20. Mike Burnett

    Sorry, in line 3 should have read ‘period’ not ‘interior’

    • Ross W. Lovell

      Greetings All,

      Mike, the big ones are sorely missing in the UK, I scoured the place for several months, back in the 80’s, certainly not more of them now. The production numbers are on are side, the majority going to the U.S.
      Personally, I’d never swap out an XK engine for a SBC but I understand why it’s done.
      Fully understand swapping out a V12 to save a sedan and even gave thought about putting a V12 into a MKIX. Love the engine but many issues due to British Leyland cutting corners during the years this engine was developed. The XJS production eventually improved the engine but the Marelli Ignition introduced the owners to half the cylinders shutting down, gas filling the catalytic converter and then FIRE in the hole.

  21. Brakeservo

    If you’re still thinking about this car, I’d be real careful with the seller because when one makes a statement so outlandish such as his claim to have spent $7,000 on the transmission (which is just an ordinary Borg-Warner unit) so we know that can’t be true. And if one lies about something so obvious, what if anything that he says can be relied on?? But as I said above, get a Bentley or old Rolls instead, far better car, much more reliable, and much easier to work on. DISCLAIMER – my comments only apply to 1959 and earlier SIX cylinder Bentleys and Rolls-Royces. The early V8s were trouble prone, the Silver Shadows and newer are a nightmare you don’t even want to think about!

    • Wayne S.K.

      From the comments, I would guess most of you guys have never been married. The headline of this post sums it up quite nicely. His wife wants THIS car!!! :D

  22. Luki

    Buy one in better condition. Either done, older resto or something that at least runs. You will save many $1000s in the long run.

  23. Clay Bryant

    If you don’t do bodywork, it’s probably a good buy as you can put that $60 an hour money into other things. Just buy it and when the heat gets turned up at home you can always tell the wife “I’m going out to work on your car”. Always remember in a divorce, half that car is yours unless you keep track of the hours, then you can up the “ransom”!!>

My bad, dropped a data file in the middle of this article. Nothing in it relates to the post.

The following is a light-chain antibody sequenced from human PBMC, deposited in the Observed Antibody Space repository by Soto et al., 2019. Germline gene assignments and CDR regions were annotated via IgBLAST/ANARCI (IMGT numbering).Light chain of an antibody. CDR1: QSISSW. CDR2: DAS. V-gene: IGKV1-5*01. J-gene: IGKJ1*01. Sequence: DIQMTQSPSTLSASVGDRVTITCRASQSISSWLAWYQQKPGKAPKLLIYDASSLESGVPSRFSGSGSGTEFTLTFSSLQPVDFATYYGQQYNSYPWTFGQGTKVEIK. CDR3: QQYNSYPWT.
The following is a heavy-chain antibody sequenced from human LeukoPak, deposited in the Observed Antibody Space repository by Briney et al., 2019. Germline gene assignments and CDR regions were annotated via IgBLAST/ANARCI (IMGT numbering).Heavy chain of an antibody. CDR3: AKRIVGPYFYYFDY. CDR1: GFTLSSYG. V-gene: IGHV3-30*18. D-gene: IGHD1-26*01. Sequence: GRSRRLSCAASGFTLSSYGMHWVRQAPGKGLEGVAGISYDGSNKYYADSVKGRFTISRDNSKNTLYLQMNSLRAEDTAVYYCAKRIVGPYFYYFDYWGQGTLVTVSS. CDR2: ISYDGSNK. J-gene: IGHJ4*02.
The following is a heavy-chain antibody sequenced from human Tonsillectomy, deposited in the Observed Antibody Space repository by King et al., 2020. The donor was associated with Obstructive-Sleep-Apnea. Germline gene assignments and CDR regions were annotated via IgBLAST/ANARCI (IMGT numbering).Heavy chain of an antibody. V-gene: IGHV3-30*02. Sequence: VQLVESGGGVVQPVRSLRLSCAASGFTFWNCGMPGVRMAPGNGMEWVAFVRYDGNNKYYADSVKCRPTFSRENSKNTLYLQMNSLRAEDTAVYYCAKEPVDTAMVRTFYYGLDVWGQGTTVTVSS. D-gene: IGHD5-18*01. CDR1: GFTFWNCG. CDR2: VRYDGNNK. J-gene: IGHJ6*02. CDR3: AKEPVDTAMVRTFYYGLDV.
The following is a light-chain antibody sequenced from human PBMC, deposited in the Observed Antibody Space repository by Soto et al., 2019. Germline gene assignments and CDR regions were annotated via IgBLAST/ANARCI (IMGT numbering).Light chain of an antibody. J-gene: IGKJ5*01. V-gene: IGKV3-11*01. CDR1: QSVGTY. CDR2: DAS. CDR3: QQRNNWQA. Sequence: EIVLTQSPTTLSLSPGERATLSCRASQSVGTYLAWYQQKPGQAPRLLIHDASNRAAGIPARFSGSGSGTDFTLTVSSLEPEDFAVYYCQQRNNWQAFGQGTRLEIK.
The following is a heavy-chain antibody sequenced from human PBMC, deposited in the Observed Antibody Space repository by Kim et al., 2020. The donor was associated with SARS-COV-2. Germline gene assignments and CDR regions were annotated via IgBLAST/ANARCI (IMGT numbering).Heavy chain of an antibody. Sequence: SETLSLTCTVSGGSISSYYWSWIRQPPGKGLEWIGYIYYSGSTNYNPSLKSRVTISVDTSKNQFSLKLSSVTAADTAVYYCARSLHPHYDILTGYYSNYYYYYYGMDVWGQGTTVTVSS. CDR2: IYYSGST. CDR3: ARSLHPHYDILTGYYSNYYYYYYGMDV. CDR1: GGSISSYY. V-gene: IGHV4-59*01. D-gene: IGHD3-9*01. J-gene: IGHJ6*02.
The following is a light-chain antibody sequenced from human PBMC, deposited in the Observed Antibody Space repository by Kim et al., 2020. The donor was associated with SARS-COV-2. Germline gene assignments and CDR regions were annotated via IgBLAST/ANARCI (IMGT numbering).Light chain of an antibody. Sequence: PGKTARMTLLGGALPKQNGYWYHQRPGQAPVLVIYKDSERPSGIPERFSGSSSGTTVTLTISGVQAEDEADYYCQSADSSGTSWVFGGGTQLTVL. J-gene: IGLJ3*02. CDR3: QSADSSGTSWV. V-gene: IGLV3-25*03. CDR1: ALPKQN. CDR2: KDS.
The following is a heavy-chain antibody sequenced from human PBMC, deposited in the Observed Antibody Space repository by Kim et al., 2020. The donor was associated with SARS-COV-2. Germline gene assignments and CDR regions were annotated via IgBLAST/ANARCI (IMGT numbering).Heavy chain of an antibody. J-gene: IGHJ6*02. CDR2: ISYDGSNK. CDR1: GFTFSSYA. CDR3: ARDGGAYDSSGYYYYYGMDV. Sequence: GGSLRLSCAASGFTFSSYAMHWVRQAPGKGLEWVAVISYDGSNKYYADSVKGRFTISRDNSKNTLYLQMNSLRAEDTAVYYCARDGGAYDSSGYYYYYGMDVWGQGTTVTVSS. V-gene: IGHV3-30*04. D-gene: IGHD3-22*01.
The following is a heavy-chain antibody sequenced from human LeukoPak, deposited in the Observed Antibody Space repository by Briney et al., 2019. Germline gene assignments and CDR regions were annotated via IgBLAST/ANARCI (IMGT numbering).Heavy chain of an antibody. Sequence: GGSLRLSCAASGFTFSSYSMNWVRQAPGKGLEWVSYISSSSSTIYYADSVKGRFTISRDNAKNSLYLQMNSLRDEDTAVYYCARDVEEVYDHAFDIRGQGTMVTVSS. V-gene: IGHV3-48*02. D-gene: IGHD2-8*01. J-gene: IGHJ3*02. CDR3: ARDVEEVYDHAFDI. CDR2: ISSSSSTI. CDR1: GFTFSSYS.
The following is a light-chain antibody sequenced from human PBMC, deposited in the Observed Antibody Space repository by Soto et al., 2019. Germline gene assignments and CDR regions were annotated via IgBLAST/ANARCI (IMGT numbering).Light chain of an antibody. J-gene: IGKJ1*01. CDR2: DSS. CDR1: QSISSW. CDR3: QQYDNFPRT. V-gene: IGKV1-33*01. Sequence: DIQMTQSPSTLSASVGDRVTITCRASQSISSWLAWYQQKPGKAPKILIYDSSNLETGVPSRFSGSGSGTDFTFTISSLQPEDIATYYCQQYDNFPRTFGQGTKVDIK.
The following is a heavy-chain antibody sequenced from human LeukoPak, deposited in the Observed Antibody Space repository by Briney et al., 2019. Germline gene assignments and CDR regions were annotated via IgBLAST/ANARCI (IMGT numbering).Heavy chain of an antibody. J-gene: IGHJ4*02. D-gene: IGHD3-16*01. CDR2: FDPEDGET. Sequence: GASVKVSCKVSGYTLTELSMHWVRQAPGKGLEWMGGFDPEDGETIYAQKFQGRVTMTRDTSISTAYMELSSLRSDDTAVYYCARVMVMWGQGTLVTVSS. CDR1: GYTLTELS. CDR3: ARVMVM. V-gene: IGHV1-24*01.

24. Brakeservo

    Ah yes, Magnetti Marelli, the company that gave Lucas a good name!

  25. Bernard Firkin

    The fuel tank’s, capacity were 8 English gallons in the Left tank and 12 gallons in the right tank. I remember this well as one time we called at a old time petrol station in Wales where the fuel was pumped by hand by a dear old man in his Eightees. After filling the Main tank he nearly had a Heart attack when my father asked him to fill the other tank.

  26. Ross W. Lovell

    Greetings All,

    I have both fuel tanks out of my MKVIIM for cleaning.

    Honestly not seeing an extra four gallons in one of them, but more importantly not seeing where the four gallons would manifest itself in the extra area they occupy as the tanks are just on opposite sides of the car that is symmetrical.

    • Bernard Firkin

      Sorry but forgot to mention that my father’s was a 1954 Mk 7. Maybe the capacities were changed in later models. Hands across the water from Central UK.

  27. brakeservo

    Well,you’re obviously not accounting for the difference in time zones!